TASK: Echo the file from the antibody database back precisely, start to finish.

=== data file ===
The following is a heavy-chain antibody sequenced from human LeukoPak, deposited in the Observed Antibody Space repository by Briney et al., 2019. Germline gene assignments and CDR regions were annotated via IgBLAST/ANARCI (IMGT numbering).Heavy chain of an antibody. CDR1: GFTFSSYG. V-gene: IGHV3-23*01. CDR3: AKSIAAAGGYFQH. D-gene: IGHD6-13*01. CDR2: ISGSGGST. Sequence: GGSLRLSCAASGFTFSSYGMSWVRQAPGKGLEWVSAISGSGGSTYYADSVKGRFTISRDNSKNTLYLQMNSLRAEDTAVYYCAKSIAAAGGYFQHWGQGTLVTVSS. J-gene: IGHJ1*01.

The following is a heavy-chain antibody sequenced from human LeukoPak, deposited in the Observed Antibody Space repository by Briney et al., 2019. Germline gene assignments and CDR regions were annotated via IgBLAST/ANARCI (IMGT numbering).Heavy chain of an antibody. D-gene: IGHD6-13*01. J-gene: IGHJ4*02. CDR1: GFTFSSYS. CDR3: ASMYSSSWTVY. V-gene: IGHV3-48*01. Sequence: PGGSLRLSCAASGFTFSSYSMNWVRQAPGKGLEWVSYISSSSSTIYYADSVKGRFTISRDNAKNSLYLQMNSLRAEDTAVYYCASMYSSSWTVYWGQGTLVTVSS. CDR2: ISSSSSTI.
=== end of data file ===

The following is a heavy-chain antibody sequenced from human LeukoPak, deposited in the Observed Antibody Space repository by Briney et al., 2019. Germline gene assignments and CDR regions were annotated via IgBLAST/ANARCI (IMGT numbering).Heavy chain of an antibody. CDR1: GFTFSSYG. V-gene: IGHV3-23*01. CDR3: AKSIAAAGGYFQH. D-gene: IGHD6-13*01. CDR2: ISGSGGST. Sequence: GGSLRLSCAASGFTFSSYGMSWVRQAPGKGLEWVSAISGSGGSTYYADSVKGRFTISRDNSKNTLYLQMNSLRAEDTAVYYCAKSIAAAGGYFQHWGQGTLVTVSS. J-gene: IGHJ1*01.

The following is a heavy-chain antibody sequenced from human LeukoPak, deposited in the Observed Antibody Space repository by Briney et al., 2019. Germline gene assignments and CDR regions were annotated via IgBLAST/ANARCI (IMGT numbering).Heavy chain of an antibody. D-gene: IGHD6-13*01. J-gene: IGHJ4*02. CDR1: GFTFSSYS. CDR3: ASMYSSSWTVY. V-gene: IGHV3-48*01. Sequence: PGGSLRLSCAASGFTFSSYSMNWVRQAPGKGLEWVSYISSSSSTIYYADSVKGRFTISRDNAKNSLYLQMNSLRAEDTAVYYCASMYSSSWTVYWGQGTLVTVSS. CDR2: ISSSSSTI.